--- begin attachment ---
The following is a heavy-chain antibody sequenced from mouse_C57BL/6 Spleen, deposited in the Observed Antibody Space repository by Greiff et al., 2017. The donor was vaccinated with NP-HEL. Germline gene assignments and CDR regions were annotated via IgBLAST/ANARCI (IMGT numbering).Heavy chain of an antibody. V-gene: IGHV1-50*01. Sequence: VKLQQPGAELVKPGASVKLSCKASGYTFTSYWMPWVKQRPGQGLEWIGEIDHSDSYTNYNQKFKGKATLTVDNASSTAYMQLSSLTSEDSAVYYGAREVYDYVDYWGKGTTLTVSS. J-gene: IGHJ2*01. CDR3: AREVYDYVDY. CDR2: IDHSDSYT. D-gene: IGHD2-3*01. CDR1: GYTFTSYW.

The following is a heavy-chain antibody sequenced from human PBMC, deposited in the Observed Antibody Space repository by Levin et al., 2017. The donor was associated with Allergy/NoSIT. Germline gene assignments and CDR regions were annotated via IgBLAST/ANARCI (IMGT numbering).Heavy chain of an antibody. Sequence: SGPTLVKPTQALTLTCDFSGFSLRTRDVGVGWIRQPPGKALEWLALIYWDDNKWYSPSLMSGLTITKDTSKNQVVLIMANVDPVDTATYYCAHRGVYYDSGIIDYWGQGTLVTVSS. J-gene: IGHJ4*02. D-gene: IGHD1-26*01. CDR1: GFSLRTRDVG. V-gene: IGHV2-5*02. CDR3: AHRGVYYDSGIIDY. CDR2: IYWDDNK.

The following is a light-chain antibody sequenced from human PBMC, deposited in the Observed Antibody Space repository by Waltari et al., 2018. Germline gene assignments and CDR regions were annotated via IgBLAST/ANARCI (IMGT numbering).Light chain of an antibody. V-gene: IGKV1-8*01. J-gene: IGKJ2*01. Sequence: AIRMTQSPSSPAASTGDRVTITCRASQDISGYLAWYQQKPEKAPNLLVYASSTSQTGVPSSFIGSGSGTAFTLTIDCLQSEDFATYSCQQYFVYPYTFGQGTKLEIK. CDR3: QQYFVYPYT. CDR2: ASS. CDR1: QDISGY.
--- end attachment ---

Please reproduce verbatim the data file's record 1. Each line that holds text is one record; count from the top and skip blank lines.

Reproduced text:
The following is a heavy-chain antibody sequenced from mouse_C57BL/6 Spleen, deposited in the Observed Antibody Space repository by Greiff et al., 2017. The donor was vaccinated with NP-HEL. Germline gene assignments and CDR regions were annotated via IgBLAST/ANARCI (IMGT numbering).Heavy chain of an antibody. V-gene: IGHV1-50*01. Sequence: VKLQQPGAELVKPGASVKLSCKASGYTFTSYWMPWVKQRPGQGLEWIGEIDHSDSYTNYNQKFKGKATLTVDNASSTAYMQLSSLTSEDSAVYYGAREVYDYVDYWGKGTTLTVSS. J-gene: IGHJ2*01. CDR3: AREVYDYVDY. CDR2: IDHSDSYT. D-gene: IGHD2-3*01. CDR1: GYTFTSYW.